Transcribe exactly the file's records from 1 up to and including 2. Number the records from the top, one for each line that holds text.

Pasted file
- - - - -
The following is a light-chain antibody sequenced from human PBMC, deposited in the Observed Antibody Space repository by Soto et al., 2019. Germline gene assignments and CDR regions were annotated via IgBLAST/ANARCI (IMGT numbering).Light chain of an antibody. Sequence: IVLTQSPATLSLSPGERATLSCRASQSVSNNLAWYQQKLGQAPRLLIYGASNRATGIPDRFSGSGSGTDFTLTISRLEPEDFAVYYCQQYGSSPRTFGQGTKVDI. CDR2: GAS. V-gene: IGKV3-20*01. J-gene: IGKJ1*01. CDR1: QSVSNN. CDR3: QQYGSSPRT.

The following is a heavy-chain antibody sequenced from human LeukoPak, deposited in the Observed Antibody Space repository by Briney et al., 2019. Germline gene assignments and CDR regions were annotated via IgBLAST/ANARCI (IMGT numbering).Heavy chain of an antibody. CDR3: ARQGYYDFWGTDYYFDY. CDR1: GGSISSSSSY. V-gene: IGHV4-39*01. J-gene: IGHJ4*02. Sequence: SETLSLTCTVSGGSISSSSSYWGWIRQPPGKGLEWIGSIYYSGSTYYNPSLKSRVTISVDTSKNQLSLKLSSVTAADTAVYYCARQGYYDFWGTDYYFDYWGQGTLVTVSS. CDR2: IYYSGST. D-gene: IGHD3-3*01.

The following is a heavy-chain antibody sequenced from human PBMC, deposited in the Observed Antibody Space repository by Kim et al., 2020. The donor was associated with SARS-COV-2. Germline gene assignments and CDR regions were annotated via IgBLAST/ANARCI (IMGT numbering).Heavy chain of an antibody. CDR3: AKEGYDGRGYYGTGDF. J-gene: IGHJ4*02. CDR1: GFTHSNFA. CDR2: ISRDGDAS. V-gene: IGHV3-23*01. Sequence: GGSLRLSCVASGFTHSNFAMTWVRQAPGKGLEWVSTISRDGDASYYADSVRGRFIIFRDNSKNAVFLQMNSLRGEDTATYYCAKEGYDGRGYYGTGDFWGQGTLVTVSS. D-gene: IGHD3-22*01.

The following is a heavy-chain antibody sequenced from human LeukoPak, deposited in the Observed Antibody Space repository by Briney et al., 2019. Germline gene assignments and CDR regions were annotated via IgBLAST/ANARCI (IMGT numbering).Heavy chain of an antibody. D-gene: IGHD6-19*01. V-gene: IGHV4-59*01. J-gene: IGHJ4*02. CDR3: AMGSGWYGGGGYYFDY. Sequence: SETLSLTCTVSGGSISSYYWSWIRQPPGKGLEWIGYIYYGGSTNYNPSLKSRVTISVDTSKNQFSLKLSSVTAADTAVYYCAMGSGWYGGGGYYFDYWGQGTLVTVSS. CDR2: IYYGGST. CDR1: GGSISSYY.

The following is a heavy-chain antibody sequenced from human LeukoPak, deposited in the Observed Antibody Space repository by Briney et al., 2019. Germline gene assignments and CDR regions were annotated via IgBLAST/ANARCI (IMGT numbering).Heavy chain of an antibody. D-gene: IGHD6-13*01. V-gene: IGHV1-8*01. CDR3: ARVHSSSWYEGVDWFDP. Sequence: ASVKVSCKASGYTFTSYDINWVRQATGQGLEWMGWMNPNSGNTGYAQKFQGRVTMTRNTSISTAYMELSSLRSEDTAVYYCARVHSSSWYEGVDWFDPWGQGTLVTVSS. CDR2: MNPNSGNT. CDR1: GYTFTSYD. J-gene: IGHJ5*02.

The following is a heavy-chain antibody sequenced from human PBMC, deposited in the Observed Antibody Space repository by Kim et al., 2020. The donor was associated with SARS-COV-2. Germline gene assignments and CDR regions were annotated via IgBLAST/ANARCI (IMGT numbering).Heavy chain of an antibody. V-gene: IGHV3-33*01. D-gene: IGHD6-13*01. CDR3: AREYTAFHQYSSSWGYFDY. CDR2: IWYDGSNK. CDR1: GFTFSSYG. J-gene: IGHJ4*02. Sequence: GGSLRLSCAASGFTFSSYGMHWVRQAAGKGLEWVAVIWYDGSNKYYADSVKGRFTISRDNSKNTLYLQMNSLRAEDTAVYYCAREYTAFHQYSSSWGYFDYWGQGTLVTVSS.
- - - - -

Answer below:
The following is a light-chain antibody sequenced from human PBMC, deposited in the Observed Antibody Space repository by Soto et al., 2019. Germline gene assignments and CDR regions were annotated via IgBLAST/ANARCI (IMGT numbering).Light chain of an antibody. Sequence: IVLTQSPATLSLSPGERATLSCRASQSVSNNLAWYQQKLGQAPRLLIYGASNRATGIPDRFSGSGSGTDFTLTISRLEPEDFAVYYCQQYGSSPRTFGQGTKVDI. CDR2: GAS. V-gene: IGKV3-20*01. J-gene: IGKJ1*01. CDR1: QSVSNN. CDR3: QQYGSSPRT.

The following is a heavy-chain antibody sequenced from human LeukoPak, deposited in the Observed Antibody Space repository by Briney et al., 2019. Germline gene assignments and CDR regions were annotated via IgBLAST/ANARCI (IMGT numbering).Heavy chain of an antibody. CDR3: ARQGYYDFWGTDYYFDY. CDR1: GGSISSSSSY. V-gene: IGHV4-39*01. J-gene: IGHJ4*02. Sequence: SETLSLTCTVSGGSISSSSSYWGWIRQPPGKGLEWIGSIYYSGSTYYNPSLKSRVTISVDTSKNQLSLKLSSVTAADTAVYYCARQGYYDFWGTDYYFDYWGQGTLVTVSS. CDR2: IYYSGST. D-gene: IGHD3-3*01.